Samsung execs deny copying Apple design, attribute smartphone success to marketing
Continuing to grind through its long list of expert witnesses on Monday, Samsung brought up two company executives, as well as three Google engineers, to further its case of non-infringement of five Apple patents.
According to multiple in-court reports, Samsung opened up week three of the second Apple v. Samsung patent trial by forwarded its argument that the Korean company's massive success in the smartphone industry owes to strong marketing, not alleged copying of Apple's patented iPhone features.
Executive Youngmi Kim, a senior UI designer who has worked on Samsung's user experience team since 2004 vehemently denied the notion that her company's software borrowed from Apple's designs, reports Re/code.
When asked if Samsung stole "slide-to-unlock" from Apple, Kim said, "Absolutely not. If we were to work on the same thing as Apple, that would not give us any advantage in terms of differentiating our products, so that would not make any sense."
Kim was also questioned about internal papers — referred to by some as "copy cat" documents — comparing Samsung's phone unlocking mechanism with Apple's. According to the designer, the documents from 2010 are irrelevant as Samsung's implementation was fixed by 2009.
In addition to patent talk, much of Monday's proceedings revolved around a strategy to prove marketing, not allegedly aped features, pushed Samsung to the top of the smartphone charts, reports The New York Times.
According to testimony from Samsung America's chief marketing officer Todd Pendleton, the company had a major branding problem when it came to smartphones. Pendleton said that when he joined Samsung in 2011, he did not know the company even had a smartphone lineup.
"I think people knew Samsung for televisions," Pendleton said. "But in terms of smartphones, there was no recognition for what our product was or what it stood for."
He went on to claim Samsung's smartphone offerings were better than Apple's at the time, despite owning a fourth-place marketshare behind HTC and BlackBerry. Marketing, said Pendleton, was one of the main sales drivers that ultimately netted Samsung a huge share of the industry.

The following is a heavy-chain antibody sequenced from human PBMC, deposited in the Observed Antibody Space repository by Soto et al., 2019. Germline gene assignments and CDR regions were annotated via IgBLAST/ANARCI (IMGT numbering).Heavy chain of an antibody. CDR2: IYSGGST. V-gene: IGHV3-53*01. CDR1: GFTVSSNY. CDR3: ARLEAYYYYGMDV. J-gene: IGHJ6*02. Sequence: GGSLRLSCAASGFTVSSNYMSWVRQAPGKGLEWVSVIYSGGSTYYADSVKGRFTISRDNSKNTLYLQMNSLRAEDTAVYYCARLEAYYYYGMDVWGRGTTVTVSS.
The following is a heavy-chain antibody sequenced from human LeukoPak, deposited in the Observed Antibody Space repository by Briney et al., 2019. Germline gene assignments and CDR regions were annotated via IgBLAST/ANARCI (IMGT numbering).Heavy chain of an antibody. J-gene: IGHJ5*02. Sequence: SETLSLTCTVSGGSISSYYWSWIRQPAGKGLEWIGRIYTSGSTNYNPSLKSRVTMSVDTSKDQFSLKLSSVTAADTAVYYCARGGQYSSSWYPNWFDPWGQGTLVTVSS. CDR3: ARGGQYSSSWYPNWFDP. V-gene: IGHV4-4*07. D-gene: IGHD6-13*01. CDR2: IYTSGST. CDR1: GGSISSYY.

Most notable among the various campaigns was the introduction of "The Next Big Thing" blitz that parodied the iPhone's marketing strategy. These ads were the topic of an email conversation between Apple SVP of Worldwide Marketing Phil Schiller and the company's go-to ad agency TBWA/Media Arts Lab. Both agreed Samsung's campaign was cause for concern.
Pendleton also revealed that a tactic used by Samsung marketing was the disruption of major iPhone launches. During cross examination, Apple counsel presented an email from former Samsung executive Dale Sohn, who wrote, "Beating Apple is no longer merely an objective. It is our survival strategy."
"There will be a tsunami when iPhone 5 is coming," Sohn said, adding that Samsung needed a response to offset Apple's momentum. Pendleton admitted that his company had a plan in place to disrupt the new iPhone's launch. The exact scheme was not detailed, though the company did run a series of print and TV ads at the time mocking both Apple's handset and customers.
Finally, Samsung called up Google engineers to testify that certain features seen in its phones, like data syncing, are core functions of the Android operating system. This is the second time the case's defense attorneys called on Google to prove certain features alleged to infringe on Apple patents were created by the Mountain View, Calif. tech giant. The move is, in effect, using Google as a shield to Apple's claims.